• What are the responsibilities of a CASA? The role of a Court Appointed Special Advocate is different than a mentor or friend. Advocates make thorough inquires into dependency matters by speaking with all parties involved in the case and submitting formal written reports to the Court. The goal of a CASA is to move children efficiently through the child welfare system into safe, permanent homes where they can grow to be successful adults.

 

  • Is travel involved? Locally, yes. CASA volunteers make visits with their appointed child and attend court hearings, as well as agency and school conferences.

 

  • Do CASA volunteers work by themselves? Most of the time, CASAs work alone; however, staff is available to accompany Advocates to court or professional meetings when appropriate. In addition, CASAs maintain active contact with Advocate Coordinators for support and supervision.

 

 

  • How does the role of a CASA differ from an attorney? A CASA does not provide legal representation. That is the role of an attorney: in Arkansas, children involved in dependency proceedings are appointed their own attorney, who provides legal representation. Instead, the CASA advocates for the best interests of the child. The CASA provides crucial background information that assists judges in making the best decision for a permanent outcome.

 

  • How much time will I be expected to contribute each month? Each volunteer and each case is different. The amount of time devoted to a case depends on the specific family and the amount of time the Advocate has available. CASAs devote an average of fifteen hours per month. As cases unfold, the demands of research, interviews and report writing will vary. Some weeks will be busier than others.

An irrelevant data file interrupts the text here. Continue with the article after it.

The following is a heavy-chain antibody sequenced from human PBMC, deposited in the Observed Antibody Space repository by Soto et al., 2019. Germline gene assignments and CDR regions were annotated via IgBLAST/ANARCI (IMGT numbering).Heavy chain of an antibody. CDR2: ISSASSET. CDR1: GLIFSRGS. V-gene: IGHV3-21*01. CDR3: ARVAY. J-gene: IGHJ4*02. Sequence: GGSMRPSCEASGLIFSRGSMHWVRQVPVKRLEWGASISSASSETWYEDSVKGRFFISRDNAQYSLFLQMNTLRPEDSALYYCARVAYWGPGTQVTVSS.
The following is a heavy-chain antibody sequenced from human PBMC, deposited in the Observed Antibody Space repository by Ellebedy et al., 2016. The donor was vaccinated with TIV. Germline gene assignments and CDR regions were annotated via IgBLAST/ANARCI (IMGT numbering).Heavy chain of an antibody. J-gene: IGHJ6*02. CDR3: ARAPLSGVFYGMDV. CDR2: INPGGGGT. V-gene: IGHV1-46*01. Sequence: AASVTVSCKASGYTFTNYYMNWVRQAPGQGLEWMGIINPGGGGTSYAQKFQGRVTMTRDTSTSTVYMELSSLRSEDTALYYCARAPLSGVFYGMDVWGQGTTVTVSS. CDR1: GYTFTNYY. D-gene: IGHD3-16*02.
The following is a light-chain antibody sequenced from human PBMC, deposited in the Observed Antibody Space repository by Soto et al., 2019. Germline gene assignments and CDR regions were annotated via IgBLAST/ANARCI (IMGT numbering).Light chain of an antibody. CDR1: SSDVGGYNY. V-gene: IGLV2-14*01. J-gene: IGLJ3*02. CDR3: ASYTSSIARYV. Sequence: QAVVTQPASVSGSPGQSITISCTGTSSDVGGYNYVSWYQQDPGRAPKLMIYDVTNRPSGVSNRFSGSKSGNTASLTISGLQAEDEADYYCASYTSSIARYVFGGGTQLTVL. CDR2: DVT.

• How many children will I be working with if I become a CASA? The strength of the CASA Program is the appointment of one Advocate to devote the time and attention to a case that each child deserves. Each CASA typically works one case at a time: that may be one child, or several children in the same family. Occasionally, a CASA may take on another case if the first situation is close to resolution.

 

  • How effective is CASA? Judges have noted the value of the information that a CASA brings to the proceedings and are appreciative of the unique perspective presented by CASAs. In addition, national studies show that a child who has been assigned a CASA is more likely to secure needed services in a timely manner; is moved from placement to placement less frequently; is more likely to have his/her case reviewed regularly by the court; and has a better chance of living in a safe, permanent home than those who do not have CASA representation.

 

  • How are prospective Child Advocates screened? To be accepted into a training session, prospective Advocates must complete the application form (providing three non-relative character references), give permission for a background check and participate in an initial interview. Following classroom training, the prospective volunteer may participate in a final interview to determine if CASA is the right volunteer opportunity for them.

 

  • Do CASAs work in addition to volunteering on a case? Most CASAs work full or part-time, some are retired, and some do not work outside the home. Some of the advocate work a CASA does will be gathering information from caseworkers, attorneys and other professionals who work business hours. Therefore, it is important to be able to reach them in their offices.

 

 

  • How do I become a CASA? First step is to submit an application. After submitting your application, a CASA Coordinator will contact you to schedule an interview. Background checks will be conducted, and, if accepted into the program, you will be notified of the next available training schedule.